Division One Expands Class of Cases Where Applicant Bears Burden of Proving Reasonableness.

Division One’s recent decision in Geller v. Lesk, --- P.3d --- 2012, 2012 WL 4364241 (App. Sept. 25, 2012), will be of interest not only to litigators but also to corporate counsel. It imposes limits on the enforcement of broadly drafted contractual fee-shifting provisions — and, for the first time in the context of provisions that contain no express reasonableness limitation, shifts the burden to the applicant to prove the  “reasonableness” of the fees. The plaintiffs in Geller retained counsel pursuant to a 25% contingency fee agreement to sue Lesk for breaching a promissory note. After prevailing on summary judgment, the  plaintiffs received an award of attorneys’ fees pursuant to a fee-shifting provision that provided that Lesk would pay all costs of collection, including the plaintiffs’ attorneys’ fees, if he defaulted. 
Reading prior Arizona precedent to stand for the propositions that (i) a prevailing party may recover not more than a reasonable amount of attorneys’fees under a contractual fee-shifting provision irrespective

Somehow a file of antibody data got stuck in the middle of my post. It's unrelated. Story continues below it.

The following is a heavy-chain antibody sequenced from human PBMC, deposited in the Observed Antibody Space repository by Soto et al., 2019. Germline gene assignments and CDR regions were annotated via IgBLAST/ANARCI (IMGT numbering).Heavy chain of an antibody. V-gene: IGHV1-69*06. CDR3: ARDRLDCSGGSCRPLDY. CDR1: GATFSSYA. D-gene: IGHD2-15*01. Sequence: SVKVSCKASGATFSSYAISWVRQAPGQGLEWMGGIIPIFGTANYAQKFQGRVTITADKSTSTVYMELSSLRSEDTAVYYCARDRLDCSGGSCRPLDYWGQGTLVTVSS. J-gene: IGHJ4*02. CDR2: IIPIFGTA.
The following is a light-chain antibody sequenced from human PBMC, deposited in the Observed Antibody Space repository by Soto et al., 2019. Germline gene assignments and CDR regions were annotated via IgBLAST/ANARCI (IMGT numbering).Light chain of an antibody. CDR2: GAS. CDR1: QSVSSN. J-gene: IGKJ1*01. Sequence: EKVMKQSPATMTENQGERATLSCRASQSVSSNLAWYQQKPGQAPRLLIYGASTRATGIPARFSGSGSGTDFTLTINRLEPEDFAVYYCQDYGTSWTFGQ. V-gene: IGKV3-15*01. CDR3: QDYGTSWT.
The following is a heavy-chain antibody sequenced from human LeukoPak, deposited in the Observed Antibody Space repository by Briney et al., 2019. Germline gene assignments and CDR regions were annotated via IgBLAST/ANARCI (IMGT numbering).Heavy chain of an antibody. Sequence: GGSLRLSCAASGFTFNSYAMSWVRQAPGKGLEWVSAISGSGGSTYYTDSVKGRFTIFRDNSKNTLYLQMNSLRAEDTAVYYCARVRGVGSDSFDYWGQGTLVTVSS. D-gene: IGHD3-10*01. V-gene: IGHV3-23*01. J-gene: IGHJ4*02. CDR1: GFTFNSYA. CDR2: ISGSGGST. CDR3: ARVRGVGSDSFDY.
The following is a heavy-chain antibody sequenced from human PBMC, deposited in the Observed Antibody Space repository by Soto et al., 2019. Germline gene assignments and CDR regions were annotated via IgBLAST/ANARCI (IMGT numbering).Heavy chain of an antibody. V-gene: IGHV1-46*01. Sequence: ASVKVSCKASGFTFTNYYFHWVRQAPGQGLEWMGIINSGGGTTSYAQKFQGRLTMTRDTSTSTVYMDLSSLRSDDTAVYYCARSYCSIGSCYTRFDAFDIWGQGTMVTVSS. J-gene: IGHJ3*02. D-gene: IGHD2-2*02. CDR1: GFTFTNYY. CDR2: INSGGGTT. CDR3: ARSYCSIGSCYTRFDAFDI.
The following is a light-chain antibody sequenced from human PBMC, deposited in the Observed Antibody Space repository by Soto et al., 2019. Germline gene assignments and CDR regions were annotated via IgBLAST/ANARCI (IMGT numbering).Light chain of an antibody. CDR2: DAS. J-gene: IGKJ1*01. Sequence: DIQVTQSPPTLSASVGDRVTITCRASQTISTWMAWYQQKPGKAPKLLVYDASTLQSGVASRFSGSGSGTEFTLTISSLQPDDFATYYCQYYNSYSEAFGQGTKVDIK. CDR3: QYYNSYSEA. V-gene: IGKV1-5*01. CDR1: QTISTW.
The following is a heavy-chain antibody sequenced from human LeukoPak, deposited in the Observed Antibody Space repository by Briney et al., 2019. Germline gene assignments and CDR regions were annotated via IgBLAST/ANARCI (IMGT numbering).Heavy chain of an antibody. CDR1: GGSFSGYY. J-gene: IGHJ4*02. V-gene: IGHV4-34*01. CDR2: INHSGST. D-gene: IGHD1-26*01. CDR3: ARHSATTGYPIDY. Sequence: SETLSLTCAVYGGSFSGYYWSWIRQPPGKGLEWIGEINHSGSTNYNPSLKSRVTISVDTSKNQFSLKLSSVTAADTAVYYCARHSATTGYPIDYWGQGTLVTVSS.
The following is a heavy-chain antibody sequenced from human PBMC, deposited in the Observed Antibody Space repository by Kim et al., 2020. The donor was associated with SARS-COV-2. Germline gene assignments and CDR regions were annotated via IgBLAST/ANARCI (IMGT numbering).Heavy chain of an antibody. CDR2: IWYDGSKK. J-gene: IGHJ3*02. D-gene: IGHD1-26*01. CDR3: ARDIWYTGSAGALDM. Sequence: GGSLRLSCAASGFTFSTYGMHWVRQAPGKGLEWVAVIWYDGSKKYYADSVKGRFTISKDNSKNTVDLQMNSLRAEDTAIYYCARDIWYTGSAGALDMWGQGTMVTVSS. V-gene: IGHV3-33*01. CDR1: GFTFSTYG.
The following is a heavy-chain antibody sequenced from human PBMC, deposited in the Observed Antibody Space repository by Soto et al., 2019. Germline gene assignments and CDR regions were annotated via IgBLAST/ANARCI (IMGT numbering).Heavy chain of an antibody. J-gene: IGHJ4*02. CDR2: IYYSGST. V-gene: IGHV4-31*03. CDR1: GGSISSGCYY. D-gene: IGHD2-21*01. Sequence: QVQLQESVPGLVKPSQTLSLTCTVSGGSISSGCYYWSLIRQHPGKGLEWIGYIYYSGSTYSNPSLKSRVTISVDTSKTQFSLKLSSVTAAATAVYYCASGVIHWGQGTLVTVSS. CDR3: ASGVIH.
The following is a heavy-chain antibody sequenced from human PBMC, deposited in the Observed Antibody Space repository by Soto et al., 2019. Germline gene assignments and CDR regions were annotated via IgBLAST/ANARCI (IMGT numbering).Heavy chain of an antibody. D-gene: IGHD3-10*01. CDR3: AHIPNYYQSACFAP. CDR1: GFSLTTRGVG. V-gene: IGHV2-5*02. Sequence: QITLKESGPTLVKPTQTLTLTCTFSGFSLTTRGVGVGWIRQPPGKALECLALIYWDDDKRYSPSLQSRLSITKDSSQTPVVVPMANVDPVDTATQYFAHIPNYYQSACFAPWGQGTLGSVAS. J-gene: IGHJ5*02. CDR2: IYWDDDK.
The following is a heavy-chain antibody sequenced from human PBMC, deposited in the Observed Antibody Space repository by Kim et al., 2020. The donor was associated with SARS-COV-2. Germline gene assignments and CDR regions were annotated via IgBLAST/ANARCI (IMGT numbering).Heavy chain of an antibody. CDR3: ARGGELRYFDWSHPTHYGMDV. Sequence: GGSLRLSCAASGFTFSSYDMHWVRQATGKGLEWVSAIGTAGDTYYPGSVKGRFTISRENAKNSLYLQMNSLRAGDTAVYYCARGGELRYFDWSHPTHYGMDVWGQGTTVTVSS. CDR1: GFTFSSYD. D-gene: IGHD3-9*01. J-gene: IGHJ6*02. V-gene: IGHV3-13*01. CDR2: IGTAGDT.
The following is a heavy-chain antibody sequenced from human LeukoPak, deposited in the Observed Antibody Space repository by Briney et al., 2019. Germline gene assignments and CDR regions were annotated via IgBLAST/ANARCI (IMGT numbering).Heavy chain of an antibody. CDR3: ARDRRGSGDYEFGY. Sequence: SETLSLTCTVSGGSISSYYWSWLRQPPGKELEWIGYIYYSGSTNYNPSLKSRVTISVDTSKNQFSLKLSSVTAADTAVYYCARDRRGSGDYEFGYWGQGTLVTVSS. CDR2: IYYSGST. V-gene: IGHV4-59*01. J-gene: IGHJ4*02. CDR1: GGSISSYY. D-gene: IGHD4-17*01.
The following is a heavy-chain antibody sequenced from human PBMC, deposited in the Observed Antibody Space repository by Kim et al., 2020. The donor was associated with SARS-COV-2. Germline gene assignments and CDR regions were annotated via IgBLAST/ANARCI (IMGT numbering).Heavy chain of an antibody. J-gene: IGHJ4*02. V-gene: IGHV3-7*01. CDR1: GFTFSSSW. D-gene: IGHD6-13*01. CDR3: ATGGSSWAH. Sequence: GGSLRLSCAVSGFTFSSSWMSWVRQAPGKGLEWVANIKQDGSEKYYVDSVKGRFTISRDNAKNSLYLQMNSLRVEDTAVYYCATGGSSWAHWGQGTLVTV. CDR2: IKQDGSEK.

of the provision’s terms and (ii) it is the prevailing party’s burden to demonstrate in its fee application that the fees sought are reasonable, Division One vacated the trial court’s award of all of the fees and remanded for a reasonableness determination. However, as we read Elson Development Co. v. Arizona Savings
and Loan Association
, the Arizona Supreme Court decision upon which Division
One relies most heavily in Geller, the evidentiary burden is supposed to rest on the non-prevailing
party to show that the amount of attorneys’ fees sought under a contractual fee-shifting provision are not just “unreasonable” but “obviously excessive.” The Geller decision seems to switch the burden — placing the onus on the prevailing party to demonstrate (at least on a prima facie basis) the reasonableness
of the fees sought under a contractual fee-shifting provision that does not contain an express reasonableness limitation. 

Thus, Geller brings cases involving broadly drafted contractual fee-shifting provisions in line with
Division One precedent addressing more narrowly drafted provisions, e.g., provisions explicitly limiting the attorneys’ fee recovery to what is “reasonable.”  If and until the Arizona Supreme Court takes up the question, litigators and corporate counsel should not expect that broader fee-shifting provisions will be enforced as a matter of course according to their terms. Fee applicants must be prepared to
prove the reasonableness and non-excessiveness of their bargained for fees even if the non-prevailing party explicitly agreed to pay all fees incurred — or, for that matter, a fixed amount of fees or a percentage of the amount recovered.

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